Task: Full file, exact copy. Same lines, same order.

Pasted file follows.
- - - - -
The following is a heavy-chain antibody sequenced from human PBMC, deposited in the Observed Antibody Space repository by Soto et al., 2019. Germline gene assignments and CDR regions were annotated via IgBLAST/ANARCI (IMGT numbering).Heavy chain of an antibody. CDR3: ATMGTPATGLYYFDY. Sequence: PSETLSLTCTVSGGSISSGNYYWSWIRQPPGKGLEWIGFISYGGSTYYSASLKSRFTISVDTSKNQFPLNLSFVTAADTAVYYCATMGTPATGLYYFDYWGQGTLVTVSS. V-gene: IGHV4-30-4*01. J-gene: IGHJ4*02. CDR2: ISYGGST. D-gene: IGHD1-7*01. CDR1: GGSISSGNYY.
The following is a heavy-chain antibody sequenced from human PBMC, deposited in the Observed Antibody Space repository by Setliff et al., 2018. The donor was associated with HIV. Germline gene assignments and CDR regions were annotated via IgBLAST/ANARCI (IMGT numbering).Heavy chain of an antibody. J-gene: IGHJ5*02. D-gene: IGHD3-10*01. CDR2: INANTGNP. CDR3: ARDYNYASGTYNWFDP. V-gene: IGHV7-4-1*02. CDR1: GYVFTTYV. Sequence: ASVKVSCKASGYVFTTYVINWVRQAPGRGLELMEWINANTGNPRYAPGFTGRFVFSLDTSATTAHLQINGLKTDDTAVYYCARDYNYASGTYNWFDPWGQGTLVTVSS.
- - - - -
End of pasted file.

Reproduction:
The following is a heavy-chain antibody sequenced from human PBMC, deposited in the Observed Antibody Space repository by Soto et al., 2019. Germline gene assignments and CDR regions were annotated via IgBLAST/ANARCI (IMGT numbering).Heavy chain of an antibody. CDR3: ATMGTPATGLYYFDY. Sequence: PSETLSLTCTVSGGSISSGNYYWSWIRQPPGKGLEWIGFISYGGSTYYSASLKSRFTISVDTSKNQFPLNLSFVTAADTAVYYCATMGTPATGLYYFDYWGQGTLVTVSS. V-gene: IGHV4-30-4*01. J-gene: IGHJ4*02. CDR2: ISYGGST. D-gene: IGHD1-7*01. CDR1: GGSISSGNYY.
The following is a heavy-chain antibody sequenced from human PBMC, deposited in the Observed Antibody Space repository by Setliff et al., 2018. The donor was associated with HIV. Germline gene assignments and CDR regions were annotated via IgBLAST/ANARCI (IMGT numbering).Heavy chain of an antibody. J-gene: IGHJ5*02. D-gene: IGHD3-10*01. CDR2: INANTGNP. CDR3: ARDYNYASGTYNWFDP. V-gene: IGHV7-4-1*02. CDR1: GYVFTTYV. Sequence: ASVKVSCKASGYVFTTYVINWVRQAPGRGLELMEWINANTGNPRYAPGFTGRFVFSLDTSATTAHLQINGLKTDDTAVYYCARDYNYASGTYNWFDPWGQGTLVTVSS.